The Same Tools at School and Home Can Help Students Achieve
Cutting-edge technologies have long been used in classrooms to help students engage with material and better grasp tough concepts. And now, many of these same technologies are becoming available for use at home.
Here are a few ways that educational technology can help students transition from classroom instruction to home study seamlessly:
• Digital learning: Software tools make it easier for students to connect with classroom materials long after the bell rings. Apps such as Edsby, give students access to lesson plans, study guides, homework assignments and school calendars 24/7, while providing a convenient platform for teachers to communicate with parents.
• Better visuals: Sharp, bright imagery provided by ultra short-throw projectors, such as the XJ-UT351WN from Casio, allow students in even the smallest classrooms to harness the power of visual learning. And now that the market has widened accessibility to high-quality projectors, students can use them in bedroom-sized spaces to review lesson plans, research term papers, cram for exams and more.
• More math: Mathematics software is giving students an all-in-one platform to grasp new concepts both during classroom instruction and while doing homework. The free online calculator, Classpad.net, includes calculation, graphing, geometry and statistics functionality and is particularly versatile for students on-the-go, as it auto-saves work to a free cloud account that can be accessed anywhere, as well as allows students to customize their workspace with resizable and draggable “sticky notes.”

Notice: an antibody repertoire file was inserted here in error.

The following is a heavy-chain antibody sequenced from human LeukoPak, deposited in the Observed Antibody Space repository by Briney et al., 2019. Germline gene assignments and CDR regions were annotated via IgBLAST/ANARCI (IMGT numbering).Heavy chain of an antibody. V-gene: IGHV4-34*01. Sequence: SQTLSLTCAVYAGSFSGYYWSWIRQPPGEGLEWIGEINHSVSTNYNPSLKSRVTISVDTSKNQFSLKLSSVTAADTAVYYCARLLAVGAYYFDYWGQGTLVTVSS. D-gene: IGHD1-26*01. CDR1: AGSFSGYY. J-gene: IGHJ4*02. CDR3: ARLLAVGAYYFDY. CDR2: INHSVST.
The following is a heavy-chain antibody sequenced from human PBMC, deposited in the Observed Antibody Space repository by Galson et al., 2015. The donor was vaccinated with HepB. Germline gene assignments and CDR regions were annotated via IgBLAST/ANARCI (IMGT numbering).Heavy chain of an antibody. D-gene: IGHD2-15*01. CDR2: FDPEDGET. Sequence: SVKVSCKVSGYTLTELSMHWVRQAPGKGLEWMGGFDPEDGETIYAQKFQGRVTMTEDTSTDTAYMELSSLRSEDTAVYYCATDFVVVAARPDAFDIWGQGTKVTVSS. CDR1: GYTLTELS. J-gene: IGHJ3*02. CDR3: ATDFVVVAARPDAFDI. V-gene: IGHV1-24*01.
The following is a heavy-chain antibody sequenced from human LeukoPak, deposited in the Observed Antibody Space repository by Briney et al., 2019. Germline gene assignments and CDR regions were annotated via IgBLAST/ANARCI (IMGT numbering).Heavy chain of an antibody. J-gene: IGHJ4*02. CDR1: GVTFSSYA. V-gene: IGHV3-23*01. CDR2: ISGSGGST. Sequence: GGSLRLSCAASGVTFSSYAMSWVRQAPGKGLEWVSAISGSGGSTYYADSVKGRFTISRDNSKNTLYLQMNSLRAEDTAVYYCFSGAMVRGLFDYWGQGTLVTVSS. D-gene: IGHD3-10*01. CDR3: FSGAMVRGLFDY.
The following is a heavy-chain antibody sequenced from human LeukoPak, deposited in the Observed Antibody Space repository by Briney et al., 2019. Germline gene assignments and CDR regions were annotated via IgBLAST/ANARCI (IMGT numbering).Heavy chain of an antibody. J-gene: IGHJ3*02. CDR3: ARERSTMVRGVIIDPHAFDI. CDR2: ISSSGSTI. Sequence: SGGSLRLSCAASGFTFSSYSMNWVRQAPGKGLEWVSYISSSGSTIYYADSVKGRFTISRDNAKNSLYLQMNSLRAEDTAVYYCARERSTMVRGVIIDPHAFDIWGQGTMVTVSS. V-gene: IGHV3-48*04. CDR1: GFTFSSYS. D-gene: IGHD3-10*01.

• Updated reading: E-readers give students a burden-free way to take home vast quantities of reading materials with them, and an ink-free way to annotate text. When connected to the internet, students can collaborate on group projects or discuss passages in-depth with each other from anywhere, and teachers are able to see how students are interacting with the reading.
As access to technology tools widens, students will benefit from the seamless transition that using the same platforms at home and school provides. (StatePoint)